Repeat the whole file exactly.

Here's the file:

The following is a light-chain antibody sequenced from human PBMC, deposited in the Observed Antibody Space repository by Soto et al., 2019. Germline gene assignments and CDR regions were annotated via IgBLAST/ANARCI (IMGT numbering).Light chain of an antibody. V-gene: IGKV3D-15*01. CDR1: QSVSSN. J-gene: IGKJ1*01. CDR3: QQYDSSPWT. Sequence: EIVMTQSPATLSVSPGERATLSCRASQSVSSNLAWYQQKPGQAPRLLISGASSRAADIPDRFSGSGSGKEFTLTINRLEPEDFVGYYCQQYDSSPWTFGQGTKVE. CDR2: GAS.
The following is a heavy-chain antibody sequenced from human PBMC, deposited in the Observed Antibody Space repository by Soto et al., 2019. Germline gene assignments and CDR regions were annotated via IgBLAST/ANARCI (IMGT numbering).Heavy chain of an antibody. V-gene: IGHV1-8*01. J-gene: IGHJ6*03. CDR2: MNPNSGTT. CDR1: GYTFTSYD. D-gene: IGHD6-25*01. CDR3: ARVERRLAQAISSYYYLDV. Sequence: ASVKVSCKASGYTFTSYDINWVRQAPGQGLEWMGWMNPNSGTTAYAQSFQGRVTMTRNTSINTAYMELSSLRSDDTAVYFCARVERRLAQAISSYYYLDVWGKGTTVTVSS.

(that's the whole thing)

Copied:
The following is a light-chain antibody sequenced from human PBMC, deposited in the Observed Antibody Space repository by Soto et al., 2019. Germline gene assignments and CDR regions were annotated via IgBLAST/ANARCI (IMGT numbering).Light chain of an antibody. V-gene: IGKV3D-15*01. CDR1: QSVSSN. J-gene: IGKJ1*01. CDR3: QQYDSSPWT. Sequence: EIVMTQSPATLSVSPGERATLSCRASQSVSSNLAWYQQKPGQAPRLLISGASSRAADIPDRFSGSGSGKEFTLTINRLEPEDFVGYYCQQYDSSPWTFGQGTKVE. CDR2: GAS.
The following is a heavy-chain antibody sequenced from human PBMC, deposited in the Observed Antibody Space repository by Soto et al., 2019. Germline gene assignments and CDR regions were annotated via IgBLAST/ANARCI (IMGT numbering).Heavy chain of an antibody. V-gene: IGHV1-8*01. J-gene: IGHJ6*03. CDR2: MNPNSGTT. CDR1: GYTFTSYD. D-gene: IGHD6-25*01. CDR3: ARVERRLAQAISSYYYLDV. Sequence: ASVKVSCKASGYTFTSYDINWVRQAPGQGLEWMGWMNPNSGTTAYAQSFQGRVTMTRNTSINTAYMELSSLRSDDTAVYFCARVERRLAQAISSYYYLDVWGKGTTVTVSS.